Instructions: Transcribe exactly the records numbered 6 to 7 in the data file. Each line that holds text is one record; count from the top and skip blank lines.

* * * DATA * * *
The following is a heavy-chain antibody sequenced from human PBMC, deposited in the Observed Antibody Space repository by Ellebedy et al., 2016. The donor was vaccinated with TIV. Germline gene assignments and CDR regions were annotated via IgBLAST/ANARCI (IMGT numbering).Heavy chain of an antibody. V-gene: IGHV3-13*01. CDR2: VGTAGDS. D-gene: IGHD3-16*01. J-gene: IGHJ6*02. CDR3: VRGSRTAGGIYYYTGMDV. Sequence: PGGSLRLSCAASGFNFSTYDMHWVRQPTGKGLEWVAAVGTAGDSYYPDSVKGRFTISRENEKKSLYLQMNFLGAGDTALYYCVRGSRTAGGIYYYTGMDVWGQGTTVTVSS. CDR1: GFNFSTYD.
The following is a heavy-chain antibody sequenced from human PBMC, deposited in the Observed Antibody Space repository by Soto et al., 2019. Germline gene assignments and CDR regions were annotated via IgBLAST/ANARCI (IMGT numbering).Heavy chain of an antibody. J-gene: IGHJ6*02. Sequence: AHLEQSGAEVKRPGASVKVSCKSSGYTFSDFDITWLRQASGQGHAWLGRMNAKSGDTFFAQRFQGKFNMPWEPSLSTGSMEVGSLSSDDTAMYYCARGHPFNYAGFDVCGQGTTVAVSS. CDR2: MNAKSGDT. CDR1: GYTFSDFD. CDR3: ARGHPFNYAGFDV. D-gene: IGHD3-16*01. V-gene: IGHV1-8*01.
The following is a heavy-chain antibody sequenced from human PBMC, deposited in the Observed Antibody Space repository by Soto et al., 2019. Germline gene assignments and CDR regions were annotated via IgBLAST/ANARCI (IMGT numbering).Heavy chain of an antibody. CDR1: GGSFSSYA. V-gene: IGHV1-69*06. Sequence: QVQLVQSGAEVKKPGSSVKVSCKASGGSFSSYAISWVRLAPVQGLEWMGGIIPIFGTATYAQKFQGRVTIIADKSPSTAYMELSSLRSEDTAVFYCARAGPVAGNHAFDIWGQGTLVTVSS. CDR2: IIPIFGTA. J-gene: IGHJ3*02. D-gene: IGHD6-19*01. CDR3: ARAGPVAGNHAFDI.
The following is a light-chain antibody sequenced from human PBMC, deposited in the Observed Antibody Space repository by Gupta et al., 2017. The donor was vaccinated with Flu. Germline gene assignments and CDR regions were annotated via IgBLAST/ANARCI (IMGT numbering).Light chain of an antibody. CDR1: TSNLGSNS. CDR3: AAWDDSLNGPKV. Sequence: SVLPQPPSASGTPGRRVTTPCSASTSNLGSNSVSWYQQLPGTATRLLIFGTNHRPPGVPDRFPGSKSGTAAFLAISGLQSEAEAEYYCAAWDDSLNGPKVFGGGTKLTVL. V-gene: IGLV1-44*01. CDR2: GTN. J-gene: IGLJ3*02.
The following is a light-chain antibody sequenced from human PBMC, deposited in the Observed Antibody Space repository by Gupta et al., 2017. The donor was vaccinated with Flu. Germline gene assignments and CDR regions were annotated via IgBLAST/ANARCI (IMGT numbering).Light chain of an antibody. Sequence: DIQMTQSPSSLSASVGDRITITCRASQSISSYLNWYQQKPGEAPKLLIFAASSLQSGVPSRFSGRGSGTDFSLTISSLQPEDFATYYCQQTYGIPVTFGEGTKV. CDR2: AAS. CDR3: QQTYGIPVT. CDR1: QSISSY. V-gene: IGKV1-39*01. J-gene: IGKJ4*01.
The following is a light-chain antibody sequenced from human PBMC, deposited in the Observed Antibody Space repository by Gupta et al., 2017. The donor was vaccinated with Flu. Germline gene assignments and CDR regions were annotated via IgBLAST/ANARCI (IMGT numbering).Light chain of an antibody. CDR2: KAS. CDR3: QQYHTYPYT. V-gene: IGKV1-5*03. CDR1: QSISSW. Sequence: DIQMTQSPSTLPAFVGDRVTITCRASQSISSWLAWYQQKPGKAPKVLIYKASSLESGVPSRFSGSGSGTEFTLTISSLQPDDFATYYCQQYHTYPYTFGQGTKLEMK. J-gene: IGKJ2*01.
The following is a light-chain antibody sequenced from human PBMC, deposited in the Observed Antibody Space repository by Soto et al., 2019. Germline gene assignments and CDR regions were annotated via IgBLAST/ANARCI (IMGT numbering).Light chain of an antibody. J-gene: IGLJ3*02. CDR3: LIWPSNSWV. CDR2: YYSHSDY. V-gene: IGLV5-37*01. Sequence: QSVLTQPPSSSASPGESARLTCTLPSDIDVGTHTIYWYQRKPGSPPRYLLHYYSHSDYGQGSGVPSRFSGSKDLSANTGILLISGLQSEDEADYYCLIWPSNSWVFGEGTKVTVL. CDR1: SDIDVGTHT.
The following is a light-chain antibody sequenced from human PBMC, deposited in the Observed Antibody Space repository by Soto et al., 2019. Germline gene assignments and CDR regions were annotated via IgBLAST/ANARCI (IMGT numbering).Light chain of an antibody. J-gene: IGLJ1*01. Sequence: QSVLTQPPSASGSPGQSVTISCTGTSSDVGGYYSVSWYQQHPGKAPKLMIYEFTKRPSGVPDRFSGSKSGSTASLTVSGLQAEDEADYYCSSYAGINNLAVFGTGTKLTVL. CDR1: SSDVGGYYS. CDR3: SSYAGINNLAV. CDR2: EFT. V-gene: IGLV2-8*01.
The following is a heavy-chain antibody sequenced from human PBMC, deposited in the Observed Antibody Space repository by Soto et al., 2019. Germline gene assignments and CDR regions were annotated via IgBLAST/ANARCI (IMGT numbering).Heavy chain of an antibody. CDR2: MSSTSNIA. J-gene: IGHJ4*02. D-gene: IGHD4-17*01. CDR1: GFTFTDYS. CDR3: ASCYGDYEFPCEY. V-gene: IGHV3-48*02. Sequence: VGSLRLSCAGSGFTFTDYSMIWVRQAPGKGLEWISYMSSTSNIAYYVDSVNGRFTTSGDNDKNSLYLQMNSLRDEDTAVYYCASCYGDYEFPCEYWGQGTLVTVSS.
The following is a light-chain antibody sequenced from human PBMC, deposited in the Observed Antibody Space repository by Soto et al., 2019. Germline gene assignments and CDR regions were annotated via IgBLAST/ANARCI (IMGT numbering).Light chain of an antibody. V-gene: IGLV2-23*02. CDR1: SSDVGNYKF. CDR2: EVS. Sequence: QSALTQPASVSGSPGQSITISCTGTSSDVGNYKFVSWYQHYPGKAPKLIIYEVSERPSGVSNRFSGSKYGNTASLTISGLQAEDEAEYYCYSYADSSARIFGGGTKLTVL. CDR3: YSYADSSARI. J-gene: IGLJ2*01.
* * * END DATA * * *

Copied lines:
The following is a light-chain antibody sequenced from human PBMC, deposited in the Observed Antibody Space repository by Gupta et al., 2017. The donor was vaccinated with Flu. Germline gene assignments and CDR regions were annotated via IgBLAST/ANARCI (IMGT numbering).Light chain of an antibody. CDR2: KAS. CDR3: QQYHTYPYT. V-gene: IGKV1-5*03. CDR1: QSISSW. Sequence: DIQMTQSPSTLPAFVGDRVTITCRASQSISSWLAWYQQKPGKAPKVLIYKASSLESGVPSRFSGSGSGTEFTLTISSLQPDDFATYYCQQYHTYPYTFGQGTKLEMK. J-gene: IGKJ2*01.
The following is a light-chain antibody sequenced from human PBMC, deposited in the Observed Antibody Space repository by Soto et al., 2019. Germline gene assignments and CDR regions were annotated via IgBLAST/ANARCI (IMGT numbering).Light chain of an antibody. J-gene: IGLJ3*02. CDR3: LIWPSNSWV. CDR2: YYSHSDY. V-gene: IGLV5-37*01. Sequence: QSVLTQPPSSSASPGESARLTCTLPSDIDVGTHTIYWYQRKPGSPPRYLLHYYSHSDYGQGSGVPSRFSGSKDLSANTGILLISGLQSEDEADYYCLIWPSNSWVFGEGTKVTVL. CDR1: SDIDVGTHT.